Opioids are a class of drugs that include prescription drugs such as oxycodone, morphine and fentanyl, as well as heroin. Many people use prescription opioids to relieve pain, however, they can be addictive and can lead to inappropriate use.
In 2014, an estimated 1.9 million Americans suffered from substance abuse disorder related to prescription opioid pain relievers and 435,000 people were estimated to be addicted to heroin. Since 1999, the number of overdose deaths involving opioids (including prescription opioid pain relievers and heroin) nearly quadrupled in the United States.
- Opioid drug overdoses killed 45% more people than homicides
- Opioid drug overdoses killed 25% more people than motor vehicle crashes
- Opioid drug overdoses killed more people than people who died due to all gun-related causes (including homicide, suicide, and accidental shootings)
Prescription Opioid Pain Relievers
A number of prescription opioids are prescribed by doctors to relieve pain. These include hydrocodone, oxycodone, morphine, and codeine. While many people benefit from using these medications to manage pain, they may be used and prescribed improperly. Improper use increases the risk of opioid addiction, and overdose, which may be fatal. Prescription opioid addiction can, in some cases, lead to use of heroin which is cheaper and more easily accessible.
According to the CDC, 44 people die every day in the United States from overdose of prescription opioid pain relievers.
Heroin is an illegal opioid. It is highly addictive and overdose can cause slow and shallow breathing, blue lips and fingernails, clammy skin, convulsions, coma, and death. Heroin is usually injected but can also be smoked and snorted. Reusing needles and syringes can lead to serious medical conditions including HIV, hepatitis C, hepatitis B, and bacterial infections.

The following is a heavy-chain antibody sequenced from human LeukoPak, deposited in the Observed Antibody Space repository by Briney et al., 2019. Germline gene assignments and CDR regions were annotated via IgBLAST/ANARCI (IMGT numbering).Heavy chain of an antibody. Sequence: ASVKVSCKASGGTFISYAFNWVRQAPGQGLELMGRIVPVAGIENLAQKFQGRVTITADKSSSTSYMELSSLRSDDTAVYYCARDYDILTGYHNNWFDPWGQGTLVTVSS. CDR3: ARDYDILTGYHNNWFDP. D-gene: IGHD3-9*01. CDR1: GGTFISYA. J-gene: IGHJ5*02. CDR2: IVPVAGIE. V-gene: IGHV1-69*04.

Between 2002 and 2014, the rate of heroin-related overdose deaths in the United States more than quadrupled. More than 10,500 people died in 2014 as a result of heroin overdose.
Fentanyl is a synthetic opioid pain reliever that is much more powerful than any other opioids. It is prescribed for severe pain, such as advanced cancer pain. It has been illegally made and distributed through illegal drug markets, and is often mixed with heroin and other drugs, sometimes without the buyer’s knowledge. Fentanyl overdoses are more lethal than heroin or prescription opioids alone.
Overdose deaths involving synthetic opioids, which includes fentanyl, increased by 80% from 2013 to 2014.
Opioid Abuse and Infectious Disease
Injection drug use increases the risk of acquiring HIV, Hepatitis B, Hepatitis C, and other infectious diseases. Injection drug use (IDU) can be a direct route of disease transmission if people share needles, syringes, or other injection materials that are contaminated with HIV, Hepatitis C and or Hepatitis C. In people living with HIV, substance use affect the ability to stay on HIV therapy and can worsen the impact of the infection on overall health.
What Can Be Done?
- Reduce opioids misuse and overprescribing
- Promote safe opioid prescribing guidelines
- Promote public health educational campaigns and safe opioid drug disposal
- Support graduate medical and continuing clinical education around substance use disorders, treatment and prevention
- Promote use of the Prescription Drug Monitoring Program
- Prescription Drug Monitoring Programs (PDMPs) are state-run electronic databases used to track the prescribing and dispensing of controlled prescription drugs to patients. They are designed to monitor this information for suspected abuse or diversion (i.e., channeling drugs into illegal use), and can give a prescriber or pharmacist critical information regarding a patient’s controlled substance prescription history. This information can help prescribers and pharmacists identify patients at high-risk who would benefit from early interventions.
- Prevent life-threatening overdoses
- Naloxone is an opioid reversal drug that can be given to someone who has overdosed and can save their life. There are a number of programs throughout Illinois that provide training and naloxone to first responders.
- Reduce complications related to shared syringe and needle use
- Syringe Exchange Programs
- Diagnose and Treat addiction and substance use disorders (SUDs)
- Promote Screening and Treatment of SUDs
- Remove stigma around substance use and substance use disorders